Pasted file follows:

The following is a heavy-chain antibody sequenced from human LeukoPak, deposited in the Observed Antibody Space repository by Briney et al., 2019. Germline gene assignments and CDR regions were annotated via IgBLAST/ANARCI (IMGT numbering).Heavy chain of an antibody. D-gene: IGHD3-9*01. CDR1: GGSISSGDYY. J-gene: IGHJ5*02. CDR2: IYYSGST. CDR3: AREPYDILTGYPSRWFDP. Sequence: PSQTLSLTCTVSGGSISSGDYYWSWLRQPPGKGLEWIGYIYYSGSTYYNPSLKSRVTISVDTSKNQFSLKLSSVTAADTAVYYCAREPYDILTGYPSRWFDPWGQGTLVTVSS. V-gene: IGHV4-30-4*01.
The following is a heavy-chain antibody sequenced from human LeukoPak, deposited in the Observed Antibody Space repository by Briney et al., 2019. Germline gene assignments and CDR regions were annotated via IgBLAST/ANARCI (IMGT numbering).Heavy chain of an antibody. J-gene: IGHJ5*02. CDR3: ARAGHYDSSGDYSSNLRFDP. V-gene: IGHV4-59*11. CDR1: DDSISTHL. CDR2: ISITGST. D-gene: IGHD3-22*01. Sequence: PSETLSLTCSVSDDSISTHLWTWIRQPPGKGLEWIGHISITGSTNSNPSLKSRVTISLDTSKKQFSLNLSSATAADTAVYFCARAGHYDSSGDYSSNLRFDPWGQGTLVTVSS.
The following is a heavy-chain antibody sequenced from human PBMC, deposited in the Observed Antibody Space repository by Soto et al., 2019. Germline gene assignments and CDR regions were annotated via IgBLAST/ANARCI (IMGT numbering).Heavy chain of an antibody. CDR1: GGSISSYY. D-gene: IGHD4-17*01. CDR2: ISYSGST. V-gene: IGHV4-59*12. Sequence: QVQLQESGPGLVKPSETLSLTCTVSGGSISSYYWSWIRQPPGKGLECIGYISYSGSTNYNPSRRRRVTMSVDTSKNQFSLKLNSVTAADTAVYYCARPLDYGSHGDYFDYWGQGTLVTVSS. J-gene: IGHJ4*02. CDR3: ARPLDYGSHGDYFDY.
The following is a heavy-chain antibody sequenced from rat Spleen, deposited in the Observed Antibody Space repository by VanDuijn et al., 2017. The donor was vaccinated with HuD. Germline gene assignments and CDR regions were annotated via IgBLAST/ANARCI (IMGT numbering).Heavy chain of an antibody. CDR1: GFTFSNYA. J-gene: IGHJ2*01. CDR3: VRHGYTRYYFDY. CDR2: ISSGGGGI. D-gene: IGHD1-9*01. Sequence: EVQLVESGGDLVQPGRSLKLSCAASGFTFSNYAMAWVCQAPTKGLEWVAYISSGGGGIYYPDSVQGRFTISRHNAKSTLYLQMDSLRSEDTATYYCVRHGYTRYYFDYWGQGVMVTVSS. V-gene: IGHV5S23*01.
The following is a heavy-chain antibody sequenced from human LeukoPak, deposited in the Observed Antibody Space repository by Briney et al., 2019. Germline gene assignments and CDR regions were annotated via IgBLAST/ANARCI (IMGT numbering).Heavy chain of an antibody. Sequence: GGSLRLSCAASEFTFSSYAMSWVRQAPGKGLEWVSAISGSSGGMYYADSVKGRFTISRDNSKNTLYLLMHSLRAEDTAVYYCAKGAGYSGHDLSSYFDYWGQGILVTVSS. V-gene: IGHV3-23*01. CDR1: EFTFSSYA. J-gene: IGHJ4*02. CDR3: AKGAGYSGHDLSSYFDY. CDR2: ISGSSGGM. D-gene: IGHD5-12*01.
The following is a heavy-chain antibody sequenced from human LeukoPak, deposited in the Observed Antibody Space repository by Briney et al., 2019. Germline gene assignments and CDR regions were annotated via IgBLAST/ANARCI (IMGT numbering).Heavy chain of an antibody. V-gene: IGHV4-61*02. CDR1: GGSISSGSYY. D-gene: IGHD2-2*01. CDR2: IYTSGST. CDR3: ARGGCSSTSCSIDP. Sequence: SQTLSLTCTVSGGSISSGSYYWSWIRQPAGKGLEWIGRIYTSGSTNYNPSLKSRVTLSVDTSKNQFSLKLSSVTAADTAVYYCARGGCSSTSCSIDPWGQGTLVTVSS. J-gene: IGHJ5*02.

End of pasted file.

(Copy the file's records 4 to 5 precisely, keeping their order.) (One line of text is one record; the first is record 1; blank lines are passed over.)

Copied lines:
The following is a heavy-chain antibody sequenced from rat Spleen, deposited in the Observed Antibody Space repository by VanDuijn et al., 2017. The donor was vaccinated with HuD. Germline gene assignments and CDR regions were annotated via IgBLAST/ANARCI (IMGT numbering).Heavy chain of an antibody. CDR1: GFTFSNYA. J-gene: IGHJ2*01. CDR3: VRHGYTRYYFDY. CDR2: ISSGGGGI. D-gene: IGHD1-9*01. Sequence: EVQLVESGGDLVQPGRSLKLSCAASGFTFSNYAMAWVCQAPTKGLEWVAYISSGGGGIYYPDSVQGRFTISRHNAKSTLYLQMDSLRSEDTATYYCVRHGYTRYYFDYWGQGVMVTVSS. V-gene: IGHV5S23*01.
The following is a heavy-chain antibody sequenced from human LeukoPak, deposited in the Observed Antibody Space repository by Briney et al., 2019. Germline gene assignments and CDR regions were annotated via IgBLAST/ANARCI (IMGT numbering).Heavy chain of an antibody. Sequence: GGSLRLSCAASEFTFSSYAMSWVRQAPGKGLEWVSAISGSSGGMYYADSVKGRFTISRDNSKNTLYLLMHSLRAEDTAVYYCAKGAGYSGHDLSSYFDYWGQGILVTVSS. V-gene: IGHV3-23*01. CDR1: EFTFSSYA. J-gene: IGHJ4*02. CDR3: AKGAGYSGHDLSSYFDY. CDR2: ISGSSGGM. D-gene: IGHD5-12*01.